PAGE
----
Three consecutive entries at VC react to a Times feature looking at Obama's record at The University of Chicago Law School. Lots of sage, lawyerly observations from all, with an avalanche of comments to boot. More than I ever needed to find.
Skimming the pile I come away with two observations:
First, this guy is under the microscope in a way that most people could not survive. A few comments noted that his opponent's record at the Naval Academy would be... no, they concluded... better not go there.
Second, Obama's tracks are so impressive that some observers doubted the truth of the Times story,
particularly that part about being offered a position with tenure upon being hired. That part of the Obama story fell into the truly unbelievable category for these men whose life revolves around law school environments. [***ed. Jim Lindgren at VC dug further and has concluded this is wrong. Details at the link.]
Here is a link to the story, Teaching Law, Testing Ideas, Obama Stood Slightly Apart
Link here to Jonathan Adler's note and a few comments.
Link here to Jim Lindgren's note and many more comments.
Link her to David Bernstein's remarks and a blizzard of comments, with EV toward the top.
Another Times piece links to Obama's course materials and this by Jodi Kantor, the journalist who put all this together:
Several readers have asked questions about Mr. Obama’s status at the school. Let me clarify: he started teaching as a lecturer, meaning as a member of the adjunct faculty. But in 1996, he was promoted to senior lecturer, which in Chicago’s parlance, made him a professor.
When the law school tried to hire Mr. Obama after his failed 2000 congressional race, it was for a tenured job, according to Daniel Fischel, the dean at the time. In our interview, I asked him if he meant “tenure-track,” and he said no. “He would be hired as a tenured professor,” he explained. The faculty would vote, but Mr. Obama already had their support, he added. [***This is probably incorrect. See note above]
There follows a bewildering number of comments from many sources. More than I can begin to summarize.
But this one was noted by someone at one of the other comment threads and is worth repeating. This column also by Jodi Kantor, reads like a transcript of an NPR News discussion group. He apparently interviewed four experts via conference call. Here " Akhil Reed Amar, a professor of constitutional law at Yale and a former clerk to Justice Stephen Breyer... compliments the quality of Mr. Obama’s exam questions."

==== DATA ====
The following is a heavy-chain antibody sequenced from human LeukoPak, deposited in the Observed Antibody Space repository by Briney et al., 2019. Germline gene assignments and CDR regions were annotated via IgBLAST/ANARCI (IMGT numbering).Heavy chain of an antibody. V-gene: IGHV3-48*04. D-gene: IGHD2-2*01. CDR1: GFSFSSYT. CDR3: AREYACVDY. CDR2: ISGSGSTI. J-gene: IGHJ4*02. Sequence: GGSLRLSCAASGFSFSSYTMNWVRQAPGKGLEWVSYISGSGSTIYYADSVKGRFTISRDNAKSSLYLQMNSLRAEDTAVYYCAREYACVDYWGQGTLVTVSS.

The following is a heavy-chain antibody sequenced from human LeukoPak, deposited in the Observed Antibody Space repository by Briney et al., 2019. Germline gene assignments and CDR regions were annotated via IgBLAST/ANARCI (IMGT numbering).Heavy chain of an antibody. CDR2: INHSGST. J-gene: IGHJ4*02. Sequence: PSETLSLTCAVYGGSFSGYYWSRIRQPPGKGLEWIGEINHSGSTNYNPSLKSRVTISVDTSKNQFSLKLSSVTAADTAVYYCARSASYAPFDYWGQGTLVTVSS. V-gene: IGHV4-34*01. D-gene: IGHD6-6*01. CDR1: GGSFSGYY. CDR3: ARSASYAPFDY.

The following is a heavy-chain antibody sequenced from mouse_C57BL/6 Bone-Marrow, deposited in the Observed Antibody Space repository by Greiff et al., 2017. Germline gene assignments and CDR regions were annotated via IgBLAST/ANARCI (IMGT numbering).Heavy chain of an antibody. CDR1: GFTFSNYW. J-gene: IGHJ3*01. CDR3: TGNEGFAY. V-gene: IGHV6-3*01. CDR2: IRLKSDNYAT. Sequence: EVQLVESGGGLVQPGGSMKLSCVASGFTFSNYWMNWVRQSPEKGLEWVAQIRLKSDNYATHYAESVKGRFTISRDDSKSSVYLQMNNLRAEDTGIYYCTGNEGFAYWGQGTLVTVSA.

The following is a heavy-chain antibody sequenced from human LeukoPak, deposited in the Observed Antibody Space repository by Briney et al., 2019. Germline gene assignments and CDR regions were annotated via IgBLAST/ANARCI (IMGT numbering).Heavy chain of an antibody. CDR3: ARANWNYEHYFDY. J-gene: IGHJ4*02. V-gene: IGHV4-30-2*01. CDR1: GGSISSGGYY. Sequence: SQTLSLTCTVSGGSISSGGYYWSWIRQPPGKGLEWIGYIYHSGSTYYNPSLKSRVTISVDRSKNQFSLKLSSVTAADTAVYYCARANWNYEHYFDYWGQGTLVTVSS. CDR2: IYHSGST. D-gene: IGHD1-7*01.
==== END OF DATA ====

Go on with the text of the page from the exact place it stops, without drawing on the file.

First, As a constitutional law professor, I came away impressed — dazzled, really — by the analytic intelligence and sophistication of these questions and answers. A really good exam — an exam that tests and stretches the student, while simultaneously providing the professor with a handy and fair index to rank the class — is its own special art form. Composing such an exam is like crafting a sonnet or a crossword puzzle. We don’t have Obama’s answer key every year; but the questions themselves are in many instances beautifully constructed to enable students to explore the seams and plumb the depths of the Supreme Court’s case law. I am tempted to use variations of several of these questions myself in some future exam. (I won’t say which, lest I tip my students off.) When I read Jodi Kantor’s piece, I was very interested to hear that the University of Chicago Law School was willing to offer Obama tenure. In these materials I see why.
At this point, I'm sure, the reader's cup runneth over. But if more is needed, go to Randy Barnett's My Comment on Obama's Teaching Materials.
[Note to self: If I ever need the services of any of these guys from VC it will have to be pro bono. I could never afford the fees needed to pay for all the time they spend blogging.]
I also noticed this from the first link:
Mr. Obama arrived at the law school in 1991 thanks to Michael W. McConnell, a conservative scholar who is now a federal appellate judge. As president of The Harvard Law Review, Mr. Obama had impressed Mr. McConnell with editing suggestions on an article; on little more than that, the law school gave him a fellowship, which amounted to an office and a computer, which he used to write his memoir, “Dreams From My Father.”
I wondered how he worked that in. Now we know.
Followup: I put together another post, A Law Professor discusses Cloning and Other Matters , which illustrates Obama's teaching style as of 1997. I left out his name deliberately so readers would approach it unbiased (but I did link the sources).
Unfortunately no one can find post since it will not turn up in searches. (No key words or phrases.) Too bad, because it took a very long time to reformat a pdf source to a blog using only this most primitive of wysiwyg/html tool.